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AIG units win suit with Chubb unit over truck ducts settlement


American International Group Inc. units have prevailed in litigation with a Chubb LLC unit over the allocation of a $6 million settlement in an underlying product liability lawsuit involving truck ducts, in a divided appeals court ruling.

At issue in the litigation is a “batch clause,” which involves how many policy periods are applicable.

During the 1990s, Minneapolis-based Donaldson Co. Inc. designed and manufactured two types of plastic ducts for the air-intake system of trucks manufactured by Portland, Oregon-based Western Star Trucks Sales Inc., according to Thursday’s ruling by the 8th U.S. Circuit Court of Appeals in St. Louis in National Union Fire Insurance Co. of Pittsburgh PA et al., v. Donaldson Co. Inc. v. Federal Insurance Co.

When they function properly, the air-intake system delivered clean air into the internal parts of Western Star diesel truck engines, according to the ruling.

In 2001, Western Star truck purchasers began filing lawsuits alleging a design defect in the ducts, stating their walls were too thin, causing the ducts to soften and melt and eventually cause engine dusting and failure.

Fifteen truck purchasers sued Donaldson, Western Star and a commercial dealer of the trucks in Mississippi state court, which led to a $6 million settlement.

Two AIG units, National Union and American Home Assurance Co., which were Donaldson’s primary insurers, contributed $3.5 million to the settlement while excess insurer Federal, a Chubb unit, contributed $2.5 million, with both insurers reserving their rights to challenge the settlements apportionment.

A batch clause in AIG’s policies, which had a $1 million per occurrence limit and a $500,000 per occurrence deductible, provided that property damage affecting “one lot of goods or products” would be “deemed to result from a ‘single occurrence.’”

AIG’s six policies covered six consecutive policy periods from July 1996 to July 2002. Chubb’s policies, which provided $40 million of excess coverage, were silent about the underlying AIG policies’ batch clause endorsement, according to the ruling. Its five policies covered the period from July 1996 to July 2001.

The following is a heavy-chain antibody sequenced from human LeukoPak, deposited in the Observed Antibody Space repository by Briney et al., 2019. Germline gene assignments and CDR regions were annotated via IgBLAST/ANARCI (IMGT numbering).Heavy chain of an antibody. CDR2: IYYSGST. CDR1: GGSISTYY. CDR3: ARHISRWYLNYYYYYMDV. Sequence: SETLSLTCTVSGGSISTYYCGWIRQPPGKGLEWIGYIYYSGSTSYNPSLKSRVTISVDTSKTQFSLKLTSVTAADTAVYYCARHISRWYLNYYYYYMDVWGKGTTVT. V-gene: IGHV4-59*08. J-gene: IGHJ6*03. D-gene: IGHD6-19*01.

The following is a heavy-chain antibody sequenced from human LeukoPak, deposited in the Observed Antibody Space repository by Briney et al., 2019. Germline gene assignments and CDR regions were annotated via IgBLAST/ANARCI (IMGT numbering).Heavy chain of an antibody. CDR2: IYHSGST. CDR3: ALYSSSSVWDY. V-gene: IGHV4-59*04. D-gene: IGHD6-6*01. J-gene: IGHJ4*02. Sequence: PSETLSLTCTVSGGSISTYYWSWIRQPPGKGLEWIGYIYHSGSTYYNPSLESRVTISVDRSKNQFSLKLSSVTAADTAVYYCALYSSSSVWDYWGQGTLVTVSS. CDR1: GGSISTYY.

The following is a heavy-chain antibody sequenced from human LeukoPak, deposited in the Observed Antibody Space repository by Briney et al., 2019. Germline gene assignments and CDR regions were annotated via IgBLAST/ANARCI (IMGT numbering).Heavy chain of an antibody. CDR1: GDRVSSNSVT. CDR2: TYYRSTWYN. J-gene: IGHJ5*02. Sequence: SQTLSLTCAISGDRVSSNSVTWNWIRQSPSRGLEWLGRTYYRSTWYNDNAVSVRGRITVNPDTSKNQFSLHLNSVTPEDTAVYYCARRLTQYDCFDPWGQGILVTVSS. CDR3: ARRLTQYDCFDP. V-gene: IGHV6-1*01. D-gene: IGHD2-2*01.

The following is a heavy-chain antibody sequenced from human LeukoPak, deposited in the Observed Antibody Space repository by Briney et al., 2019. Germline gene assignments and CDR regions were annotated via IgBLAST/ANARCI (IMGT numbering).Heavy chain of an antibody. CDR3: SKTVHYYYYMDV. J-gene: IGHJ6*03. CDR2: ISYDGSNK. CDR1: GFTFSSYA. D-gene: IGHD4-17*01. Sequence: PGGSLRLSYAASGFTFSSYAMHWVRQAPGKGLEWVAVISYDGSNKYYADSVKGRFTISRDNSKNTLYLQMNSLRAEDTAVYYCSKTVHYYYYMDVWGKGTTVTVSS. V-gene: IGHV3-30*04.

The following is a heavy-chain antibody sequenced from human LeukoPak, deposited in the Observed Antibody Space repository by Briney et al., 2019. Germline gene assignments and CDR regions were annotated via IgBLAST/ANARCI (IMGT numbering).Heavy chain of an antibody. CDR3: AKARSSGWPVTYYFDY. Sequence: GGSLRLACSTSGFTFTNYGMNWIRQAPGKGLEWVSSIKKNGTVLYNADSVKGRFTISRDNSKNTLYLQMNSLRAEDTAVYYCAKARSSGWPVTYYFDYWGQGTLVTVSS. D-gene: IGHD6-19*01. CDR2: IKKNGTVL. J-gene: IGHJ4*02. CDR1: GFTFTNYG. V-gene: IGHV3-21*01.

AIG filed suit in U.S. District Court in Minneapolis 2010 seeking to recover the amounts it contributed to the settlement, and Federal filed a counterclaim against AIG and a crossclaim against Donaldson.  Donaldson filed counterclaims against both insurers.

The U.S. District Court ruled AIG should be paid $500,000 by Donaldson, and reimbursed more than $2.8 million by Federal.

A three-judge panel’s 2-1 ruling upheld the lower court’s decision.
“Federal challenges the district court’s interpretation of the Batch Clause Endorsement and corresponding finding that only the 1999-2000 policy period was triggered,’” said the ruling.

Federal’s interpretation “fails to give meaning to the plain language of the (batch clause) endorsement as a whole” and “conflicts with the main purpose of batch clauses, which is ‘to reduce the number of occurrences whenever the same product causes multiple bodily injuries or property damage,’” said the ruling, in citing a legal treatise and earlier ruling.

“Finally, Federal’s interpretation violates a cardinal insurance policy interpretation rule - limitations of liability are to be construed again the insurer,” said the decision.

“Upon applying Minnesota’s rules for interpreting insurance policies and considering the policies’ unambiguous terms, we find that when a defective ‘lot’ of goods or products is involved, the claims are consolidated into a single ‘occurrence,’” said the ruling.

The judge said in his dissenting opinion that he disagrees that the batch clause endorsement “aggregates occurrences across different policy periods.”

AIG’s attorney had no comment while other attorneys could not immediately be reached.






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